Because of this, Lopez (5) won’t have a ton of post ups by design in the plays in this playbook. He easily could, but you have to work around Randle’s inability to stretch the floor. We can do this with some of the options shown above.
But without that design, and if Randle were to just hang out around the paint or on the perimeter, Lopez scoring in the post would be much more difficult with an added doubling or stunting post defender.
Be Unscoutable & Beat Adjustments
You can have plays that work well for a couple games but then become shut down easily by defensive adjustments. To counteract this, your plays must keep the defense on its heels through disguising of sets, and you’ll need to be prepared to take advantage of defensive adjustments.
If I know that every time a team ran horns they’d run a ball screen and hammer action, because that’s the only play they ever ran from horns, I could game plan around that. Prevent this from happening and make your playbook harder to scout by disguising plays.
Having multiple plays per “series” (or alignment/formation) is an absolute must. Then from 1 formation you can be running any of 5-10 plays and the defense will have a harder time shutting those plays down.
Having multiple series that flow into each other is a nice bonus to disguise even more plays, and is something that I do in general for the playbooks I design for teams and is something I did for this playbook.
As seen below, the horns, 1-4 high, and box series all start out the same, then flow into those alignments. There’s also quickstrike motion built into that flowing motion so that every time your run a play from any of those sets you’re not only disguising your plays, but the defense can’t fall asleep or you’re getting an open 3 or a dunk.
Because of this, now one formation at the start flows into different series. The defense won’t have enough time to recognize the setup until it’s too late. That one formation can disguise 15-30 plays easily.
Set Counters & In-play Counters
Set play counters are like the play action plays in football. They’re designed. And it’s pretty fun to execute them and see the defense think they’re about to stop you, then be completely out of position when the counter hits them.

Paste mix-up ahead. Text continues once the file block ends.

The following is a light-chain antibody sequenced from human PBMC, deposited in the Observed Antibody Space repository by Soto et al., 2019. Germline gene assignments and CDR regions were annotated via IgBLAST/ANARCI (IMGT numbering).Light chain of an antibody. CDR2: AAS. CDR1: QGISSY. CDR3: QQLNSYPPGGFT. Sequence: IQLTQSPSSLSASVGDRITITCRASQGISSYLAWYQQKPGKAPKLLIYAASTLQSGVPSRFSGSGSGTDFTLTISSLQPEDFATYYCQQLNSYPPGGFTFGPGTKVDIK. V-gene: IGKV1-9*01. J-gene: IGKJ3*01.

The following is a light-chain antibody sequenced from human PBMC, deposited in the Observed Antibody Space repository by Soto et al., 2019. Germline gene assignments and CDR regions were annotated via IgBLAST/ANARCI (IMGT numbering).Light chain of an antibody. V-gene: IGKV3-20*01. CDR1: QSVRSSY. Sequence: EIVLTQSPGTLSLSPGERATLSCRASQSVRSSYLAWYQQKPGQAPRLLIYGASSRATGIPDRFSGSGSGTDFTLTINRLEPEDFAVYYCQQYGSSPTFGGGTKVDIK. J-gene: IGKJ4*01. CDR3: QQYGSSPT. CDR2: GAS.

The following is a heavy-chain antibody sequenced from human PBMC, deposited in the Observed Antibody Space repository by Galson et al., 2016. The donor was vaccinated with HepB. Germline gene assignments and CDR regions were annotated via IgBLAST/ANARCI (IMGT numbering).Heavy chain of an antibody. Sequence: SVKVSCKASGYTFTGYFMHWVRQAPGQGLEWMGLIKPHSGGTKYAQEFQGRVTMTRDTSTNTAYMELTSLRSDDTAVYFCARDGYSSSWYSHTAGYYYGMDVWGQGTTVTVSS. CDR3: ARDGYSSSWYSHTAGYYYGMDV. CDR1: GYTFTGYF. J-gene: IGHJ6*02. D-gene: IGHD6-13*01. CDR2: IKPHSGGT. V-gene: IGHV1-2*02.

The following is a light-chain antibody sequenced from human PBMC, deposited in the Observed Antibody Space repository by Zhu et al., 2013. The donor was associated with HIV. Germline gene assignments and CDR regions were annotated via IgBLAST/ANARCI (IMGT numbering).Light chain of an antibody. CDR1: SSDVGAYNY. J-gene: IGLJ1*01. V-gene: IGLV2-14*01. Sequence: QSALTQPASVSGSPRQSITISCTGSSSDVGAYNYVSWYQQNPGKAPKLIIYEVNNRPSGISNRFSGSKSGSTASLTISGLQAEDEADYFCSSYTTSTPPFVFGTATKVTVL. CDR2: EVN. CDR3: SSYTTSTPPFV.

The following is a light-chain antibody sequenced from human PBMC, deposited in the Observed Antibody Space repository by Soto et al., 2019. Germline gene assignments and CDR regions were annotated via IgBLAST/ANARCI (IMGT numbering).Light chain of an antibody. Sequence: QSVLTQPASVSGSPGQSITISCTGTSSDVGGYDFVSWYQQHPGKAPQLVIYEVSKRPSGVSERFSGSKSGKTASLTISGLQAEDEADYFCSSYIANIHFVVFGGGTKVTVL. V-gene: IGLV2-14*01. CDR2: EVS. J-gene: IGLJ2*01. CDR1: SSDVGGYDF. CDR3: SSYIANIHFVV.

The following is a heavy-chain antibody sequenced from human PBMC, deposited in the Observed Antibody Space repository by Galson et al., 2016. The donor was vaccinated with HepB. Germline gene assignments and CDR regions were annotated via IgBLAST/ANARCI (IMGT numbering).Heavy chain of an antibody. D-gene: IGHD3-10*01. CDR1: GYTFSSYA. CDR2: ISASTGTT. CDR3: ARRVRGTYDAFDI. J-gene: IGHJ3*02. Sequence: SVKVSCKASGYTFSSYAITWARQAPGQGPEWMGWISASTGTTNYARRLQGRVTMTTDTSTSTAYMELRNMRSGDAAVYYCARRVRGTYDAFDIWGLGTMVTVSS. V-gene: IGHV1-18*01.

Here’s a very simple example of a called counter in a portion of a Kansas Jayhawk play. In the first play, after 3 sets a cross screen he runs off of a screen from 4. The defense may attempt to “cheat” this action with an adjustment to their defense.
They could have 4’s defender help defend 3 after the catch, may have 3’s defender try to run in the passing lane between 1 and where 3 is running, and may even have 3 and 4 switch if their personnel allows it.
To counteract any of these anticipated adjustments, in the second play 3 sets a back screen for 4 after the cross screen instead of 4 setting a screen. This could lead to an easy lob for a dunk from 4.
But much more important than the called counters are in-play counters, which are the “read and react” decisions that take what the defense gives you. The play just needs to be set up in a way that those decisions can happen, and when they do, the alignment and spacing is such that those reactions will be effective.
A great example is on ball screens. The defense can defend them by blitzing/switching/icing/et cetera those screens. A good play will allow you to react in an effective manner to any of those defensive coverages. If your play is set up to take advantage of blitzes but not icing the screen, a smart defense will completely shut your play down by icing that screen.
Being in position to react to other defense adjustments is also key. If the defense is going to pressure off-ball immensely, an offense needs to have the right alignment (and coach your players in practices and during the game) to take advantage of that. Have the spacing for blind pig (back cut) action. Have rip screens, flare screens, and cross screens along with other action that takes advantage of this defensive scheme.
Below is a play from the Kansas Jayhawk playbook that includes all three of these actions that’s a perfect counter to high pressure defense. Kansas has numerous variations of this same play to give them great options when a defense plays them tight.
It won’t just happen, and there are sets that you can run where it’s harder to do these things to react to the defense’s game plan. Being prepared to react with tweaks to current plays and pull other plays out of your toolbox, like this Kansas play or other types of counters, are one of the key differences in ability between okay schematic coaches and great schematic coaches.
So there it is. Follow those principles and you can draw yourself up some thicc plays that have high efficiency in your half court offensive sets.
Hit me up on Twitter with questions and hate mail @T1m_NBA. Keep an eye out for tons of scheme and analytics focused work from me this upcoming season on LakerFilmRoom.com. I’ll be doing breakdowns of the plays in the ideal Laker playbook I assembled over the coming weeks.
As always, stay efficient.
– Cranjy McB